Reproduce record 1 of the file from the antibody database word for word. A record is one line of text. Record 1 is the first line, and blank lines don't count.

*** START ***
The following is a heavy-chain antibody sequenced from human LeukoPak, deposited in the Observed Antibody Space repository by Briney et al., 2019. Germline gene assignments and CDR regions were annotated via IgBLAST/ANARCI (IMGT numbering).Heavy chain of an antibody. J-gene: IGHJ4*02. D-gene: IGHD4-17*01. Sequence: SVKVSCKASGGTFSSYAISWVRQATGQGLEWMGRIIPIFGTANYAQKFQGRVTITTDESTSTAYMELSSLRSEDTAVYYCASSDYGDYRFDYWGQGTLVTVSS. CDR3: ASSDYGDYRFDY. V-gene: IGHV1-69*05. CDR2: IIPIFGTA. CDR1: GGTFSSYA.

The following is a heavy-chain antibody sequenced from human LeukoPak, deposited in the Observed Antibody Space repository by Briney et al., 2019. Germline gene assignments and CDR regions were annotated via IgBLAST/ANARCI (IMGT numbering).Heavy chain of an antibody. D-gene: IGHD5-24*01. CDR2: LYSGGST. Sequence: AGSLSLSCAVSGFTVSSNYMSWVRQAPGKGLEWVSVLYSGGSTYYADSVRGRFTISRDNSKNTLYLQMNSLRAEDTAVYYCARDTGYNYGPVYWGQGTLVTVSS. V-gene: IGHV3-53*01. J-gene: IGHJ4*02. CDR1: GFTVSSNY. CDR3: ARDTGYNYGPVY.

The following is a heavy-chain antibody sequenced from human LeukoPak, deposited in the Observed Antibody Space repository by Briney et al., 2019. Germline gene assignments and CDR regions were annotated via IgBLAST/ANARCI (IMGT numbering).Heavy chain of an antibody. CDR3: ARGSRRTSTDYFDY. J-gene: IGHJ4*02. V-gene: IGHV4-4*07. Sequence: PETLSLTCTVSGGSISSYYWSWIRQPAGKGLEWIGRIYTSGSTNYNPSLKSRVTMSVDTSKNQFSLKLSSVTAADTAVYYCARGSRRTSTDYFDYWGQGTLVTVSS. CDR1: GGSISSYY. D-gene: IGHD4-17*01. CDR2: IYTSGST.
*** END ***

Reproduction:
The following is a heavy-chain antibody sequenced from human LeukoPak, deposited in the Observed Antibody Space repository by Briney et al., 2019. Germline gene assignments and CDR regions were annotated via IgBLAST/ANARCI (IMGT numbering).Heavy chain of an antibody. J-gene: IGHJ4*02. D-gene: IGHD4-17*01. Sequence: SVKVSCKASGGTFSSYAISWVRQATGQGLEWMGRIIPIFGTANYAQKFQGRVTITTDESTSTAYMELSSLRSEDTAVYYCASSDYGDYRFDYWGQGTLVTVSS. CDR3: ASSDYGDYRFDY. V-gene: IGHV1-69*05. CDR2: IIPIFGTA. CDR1: GGTFSSYA.